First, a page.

• Non-compliance by a drug plan should result in the plan being sanctioned by Medicare.

CMS should urge Congress to extend to Medicare Part D the standards for determining off-label drug usage under Medicare Part B.

  • A beneficiary who wants a Part D drug plan to cover an off-label prescription should be allowed to submit supportive clinical evidence from peer reviewed medical literature.
  • Medicare should provide to Part D plans and others guidance concerning the publications that may be used for this purpose.
  1. Duals and Durable Medical Equipment (DME) Access

The Center would like to thank CMS for the State Information Bulletin issued this year encouraging states to adopt strategies to improve dual eligible beneficiaries’ access to DME. The Bulletin addressed a serious and persistent obstacle to obtaining DME faced by people dually eligible for Medicare and Medicaid in many states because of the mismatch of processing rules in the two programs. We applaud CMS for addressing concerns raised by beneficiary advocates and for taking this crucial step. We ask for ongoing CMS attention to this issue, and look forward to continuing to work with CMS to ensure beneficiary access to DME.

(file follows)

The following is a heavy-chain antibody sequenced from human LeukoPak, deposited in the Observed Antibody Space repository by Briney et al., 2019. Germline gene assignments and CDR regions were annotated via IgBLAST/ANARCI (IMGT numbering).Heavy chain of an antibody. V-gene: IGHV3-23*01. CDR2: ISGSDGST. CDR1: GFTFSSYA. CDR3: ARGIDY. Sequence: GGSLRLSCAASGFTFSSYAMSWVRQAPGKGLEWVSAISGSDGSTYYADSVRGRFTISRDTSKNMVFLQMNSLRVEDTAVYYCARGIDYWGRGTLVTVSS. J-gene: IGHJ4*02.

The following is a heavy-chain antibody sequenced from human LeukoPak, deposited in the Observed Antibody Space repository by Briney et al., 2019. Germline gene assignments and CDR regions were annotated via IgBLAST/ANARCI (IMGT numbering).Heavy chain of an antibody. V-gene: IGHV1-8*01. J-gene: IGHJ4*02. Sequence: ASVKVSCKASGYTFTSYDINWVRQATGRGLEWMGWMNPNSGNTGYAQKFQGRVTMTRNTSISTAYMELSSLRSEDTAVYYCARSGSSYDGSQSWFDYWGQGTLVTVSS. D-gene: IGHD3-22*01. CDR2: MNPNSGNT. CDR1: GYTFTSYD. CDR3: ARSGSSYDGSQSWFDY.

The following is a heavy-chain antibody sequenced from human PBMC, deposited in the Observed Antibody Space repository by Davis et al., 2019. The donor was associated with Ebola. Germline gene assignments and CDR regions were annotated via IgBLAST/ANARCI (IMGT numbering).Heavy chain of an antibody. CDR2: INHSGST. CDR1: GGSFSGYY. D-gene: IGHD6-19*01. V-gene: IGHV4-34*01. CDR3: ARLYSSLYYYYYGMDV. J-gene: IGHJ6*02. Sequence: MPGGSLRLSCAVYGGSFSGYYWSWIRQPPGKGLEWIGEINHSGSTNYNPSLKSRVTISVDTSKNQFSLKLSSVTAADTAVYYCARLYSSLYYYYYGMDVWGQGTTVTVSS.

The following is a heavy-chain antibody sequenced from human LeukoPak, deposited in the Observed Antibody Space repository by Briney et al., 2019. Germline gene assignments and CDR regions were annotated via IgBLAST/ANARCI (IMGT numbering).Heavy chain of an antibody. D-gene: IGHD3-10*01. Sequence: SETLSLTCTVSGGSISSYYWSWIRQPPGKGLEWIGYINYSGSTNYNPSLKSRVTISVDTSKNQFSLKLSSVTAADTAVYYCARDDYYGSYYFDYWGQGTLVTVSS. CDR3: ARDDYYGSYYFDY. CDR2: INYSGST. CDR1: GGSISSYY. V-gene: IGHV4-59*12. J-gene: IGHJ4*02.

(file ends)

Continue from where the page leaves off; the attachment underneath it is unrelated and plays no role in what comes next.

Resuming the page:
Thank you for this opportunity to comment. Please does not hesitate to contact Kata Kertesz, Policy Attorney at the Center for Medicare Advocacy, with questions at


Kata Kertesz

Comments are closed.